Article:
Analyzing Standard vs. Itemized Deductions for Individuals

November 27, 2018 | Lauren McCubbin

Many taxpayers are analyzing what the 2017 Tax Cuts and Jobs Act means for their tax position. One consideration taxpayers will face will be to utilize the standard deduction amount or itemize deductions. 

In prior years, the standard deduction was $12,700 for married filing joint filers and $6,350 for single filers. After the tax reform in 2017, the amount nearly doubled to $24,000 for married filing joint filers and $12,000 for single filers. The increase can be beneficial for taxpayers that have not been able to qualify to itemize deductions. However, the new thresholds might make it difficult to exceed for those who have been able to itemize in years past. 

One way to take advantage of itemization is to plan effectively to bundle certain deductions in one year. This means the taxpayer would choose to aggregate certain activities into one year that would normally have occurred over multiple years. Charitable considerations would be a good place to look for bundling opportunities. The taxpayer could maximize the amount claimed when itemizing by making relatively large contributions in one year instead of smaller contributions spread over multiple years.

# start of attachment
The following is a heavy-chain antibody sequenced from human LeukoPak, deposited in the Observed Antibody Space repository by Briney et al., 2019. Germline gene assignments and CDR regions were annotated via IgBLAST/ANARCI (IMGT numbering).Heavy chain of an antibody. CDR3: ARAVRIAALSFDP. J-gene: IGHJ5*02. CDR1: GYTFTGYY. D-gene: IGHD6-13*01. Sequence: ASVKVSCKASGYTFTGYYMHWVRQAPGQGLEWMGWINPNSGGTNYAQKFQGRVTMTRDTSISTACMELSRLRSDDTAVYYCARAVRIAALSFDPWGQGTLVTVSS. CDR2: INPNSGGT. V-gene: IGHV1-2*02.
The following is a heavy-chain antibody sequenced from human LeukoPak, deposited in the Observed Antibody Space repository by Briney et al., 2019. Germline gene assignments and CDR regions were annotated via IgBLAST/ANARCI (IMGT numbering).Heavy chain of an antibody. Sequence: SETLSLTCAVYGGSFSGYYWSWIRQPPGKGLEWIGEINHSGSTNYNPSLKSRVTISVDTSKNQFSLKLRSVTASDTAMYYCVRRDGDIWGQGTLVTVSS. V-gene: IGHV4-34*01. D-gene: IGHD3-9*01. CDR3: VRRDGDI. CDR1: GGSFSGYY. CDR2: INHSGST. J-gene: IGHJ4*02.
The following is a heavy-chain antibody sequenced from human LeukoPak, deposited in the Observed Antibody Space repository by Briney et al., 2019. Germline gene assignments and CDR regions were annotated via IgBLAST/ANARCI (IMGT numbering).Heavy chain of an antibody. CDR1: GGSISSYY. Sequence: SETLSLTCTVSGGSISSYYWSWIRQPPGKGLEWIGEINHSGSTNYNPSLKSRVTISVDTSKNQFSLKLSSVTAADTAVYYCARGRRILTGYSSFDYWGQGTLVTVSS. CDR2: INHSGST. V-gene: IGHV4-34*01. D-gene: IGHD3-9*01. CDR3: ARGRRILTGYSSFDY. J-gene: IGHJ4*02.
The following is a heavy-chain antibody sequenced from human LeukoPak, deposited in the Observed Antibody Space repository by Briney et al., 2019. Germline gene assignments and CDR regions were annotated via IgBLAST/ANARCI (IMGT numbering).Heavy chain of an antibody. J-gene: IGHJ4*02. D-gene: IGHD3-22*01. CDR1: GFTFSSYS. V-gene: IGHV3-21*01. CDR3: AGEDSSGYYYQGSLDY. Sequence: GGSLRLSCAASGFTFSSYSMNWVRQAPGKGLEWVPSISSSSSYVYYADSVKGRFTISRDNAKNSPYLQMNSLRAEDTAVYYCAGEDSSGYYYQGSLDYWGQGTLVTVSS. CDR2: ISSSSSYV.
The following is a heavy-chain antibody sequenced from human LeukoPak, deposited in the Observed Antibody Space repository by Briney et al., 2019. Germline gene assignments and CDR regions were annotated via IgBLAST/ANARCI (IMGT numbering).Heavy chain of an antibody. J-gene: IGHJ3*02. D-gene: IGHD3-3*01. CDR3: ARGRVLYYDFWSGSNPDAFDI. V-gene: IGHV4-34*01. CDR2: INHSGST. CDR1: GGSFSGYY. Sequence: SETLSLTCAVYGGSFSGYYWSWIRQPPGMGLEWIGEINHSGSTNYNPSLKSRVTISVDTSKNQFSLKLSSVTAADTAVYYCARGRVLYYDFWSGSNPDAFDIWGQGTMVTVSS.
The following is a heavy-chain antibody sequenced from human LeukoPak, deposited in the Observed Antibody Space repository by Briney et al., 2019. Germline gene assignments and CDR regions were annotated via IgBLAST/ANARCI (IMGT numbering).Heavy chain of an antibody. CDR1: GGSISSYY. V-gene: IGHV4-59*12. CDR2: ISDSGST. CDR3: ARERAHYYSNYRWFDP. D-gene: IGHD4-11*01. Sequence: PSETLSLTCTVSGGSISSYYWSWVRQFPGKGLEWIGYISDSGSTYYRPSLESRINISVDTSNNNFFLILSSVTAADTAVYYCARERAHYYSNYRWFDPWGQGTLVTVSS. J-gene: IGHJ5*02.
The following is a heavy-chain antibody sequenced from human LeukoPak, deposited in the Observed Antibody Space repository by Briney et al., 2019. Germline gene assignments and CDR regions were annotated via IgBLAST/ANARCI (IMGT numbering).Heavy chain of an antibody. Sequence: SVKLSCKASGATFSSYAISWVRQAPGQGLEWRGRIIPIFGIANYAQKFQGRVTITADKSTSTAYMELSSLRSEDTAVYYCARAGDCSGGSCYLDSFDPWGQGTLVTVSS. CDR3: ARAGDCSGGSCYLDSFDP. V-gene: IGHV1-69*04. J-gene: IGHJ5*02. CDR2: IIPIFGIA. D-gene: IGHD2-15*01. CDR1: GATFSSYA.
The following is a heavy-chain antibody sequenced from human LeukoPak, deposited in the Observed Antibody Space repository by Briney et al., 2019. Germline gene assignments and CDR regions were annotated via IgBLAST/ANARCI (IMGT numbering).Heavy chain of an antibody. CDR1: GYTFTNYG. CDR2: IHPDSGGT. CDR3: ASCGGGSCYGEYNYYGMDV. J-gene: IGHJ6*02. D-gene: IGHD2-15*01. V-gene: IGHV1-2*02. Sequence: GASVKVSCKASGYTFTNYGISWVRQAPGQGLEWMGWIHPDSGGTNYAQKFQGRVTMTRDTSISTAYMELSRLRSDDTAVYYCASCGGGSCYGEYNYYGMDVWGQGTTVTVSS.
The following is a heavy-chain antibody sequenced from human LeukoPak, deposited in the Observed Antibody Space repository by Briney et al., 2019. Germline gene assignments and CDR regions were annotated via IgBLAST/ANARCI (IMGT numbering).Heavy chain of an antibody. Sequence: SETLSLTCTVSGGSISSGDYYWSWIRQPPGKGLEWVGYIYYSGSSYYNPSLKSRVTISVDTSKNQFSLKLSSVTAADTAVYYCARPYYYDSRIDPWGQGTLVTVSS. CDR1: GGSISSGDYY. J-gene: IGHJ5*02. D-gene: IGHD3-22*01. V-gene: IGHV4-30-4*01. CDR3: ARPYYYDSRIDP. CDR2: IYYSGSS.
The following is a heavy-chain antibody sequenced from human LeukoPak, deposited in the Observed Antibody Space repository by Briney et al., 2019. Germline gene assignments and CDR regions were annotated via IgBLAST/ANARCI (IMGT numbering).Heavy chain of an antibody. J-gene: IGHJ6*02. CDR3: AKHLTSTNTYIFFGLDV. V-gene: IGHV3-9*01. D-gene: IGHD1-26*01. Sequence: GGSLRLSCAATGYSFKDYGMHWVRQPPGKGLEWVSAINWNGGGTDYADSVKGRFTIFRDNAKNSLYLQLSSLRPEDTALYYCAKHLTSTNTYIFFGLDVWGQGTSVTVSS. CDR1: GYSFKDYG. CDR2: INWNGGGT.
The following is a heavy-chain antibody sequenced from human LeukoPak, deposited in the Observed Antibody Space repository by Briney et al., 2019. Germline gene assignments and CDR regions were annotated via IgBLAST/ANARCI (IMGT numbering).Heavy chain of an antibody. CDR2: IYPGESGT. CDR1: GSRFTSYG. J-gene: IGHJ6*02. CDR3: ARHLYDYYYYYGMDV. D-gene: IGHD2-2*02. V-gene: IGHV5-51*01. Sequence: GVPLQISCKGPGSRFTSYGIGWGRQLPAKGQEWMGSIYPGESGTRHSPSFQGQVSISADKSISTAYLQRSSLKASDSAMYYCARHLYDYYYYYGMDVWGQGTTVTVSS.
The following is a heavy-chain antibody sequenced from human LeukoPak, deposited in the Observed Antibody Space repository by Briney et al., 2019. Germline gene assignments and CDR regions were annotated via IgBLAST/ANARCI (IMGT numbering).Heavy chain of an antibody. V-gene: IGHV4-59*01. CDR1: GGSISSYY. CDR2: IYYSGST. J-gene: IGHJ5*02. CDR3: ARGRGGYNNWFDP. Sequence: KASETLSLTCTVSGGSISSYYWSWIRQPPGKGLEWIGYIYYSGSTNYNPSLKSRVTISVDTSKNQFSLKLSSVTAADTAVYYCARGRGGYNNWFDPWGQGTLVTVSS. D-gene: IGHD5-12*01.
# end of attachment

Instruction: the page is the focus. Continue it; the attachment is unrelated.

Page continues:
It is important to note that the tax reform also had an impact on the itemized state income and property tax  deductions. Prior to 2018, there was no limit on these itemized deductions; whereas now there is a max deduction of $10,000 each year. Additionally, prior to 2018, miscellaneous deductions were limited to 2% of the taxpayer’s adjusted gross income and now no deduction is allowed.

Being aware of the areas where deductions are limited can help when planning to itemize, and thus provide the taxpayer with additional tax savings in the years bundling is utilized.  Download our tax reform infographic for a summary of how the new changes will affect individuals.   

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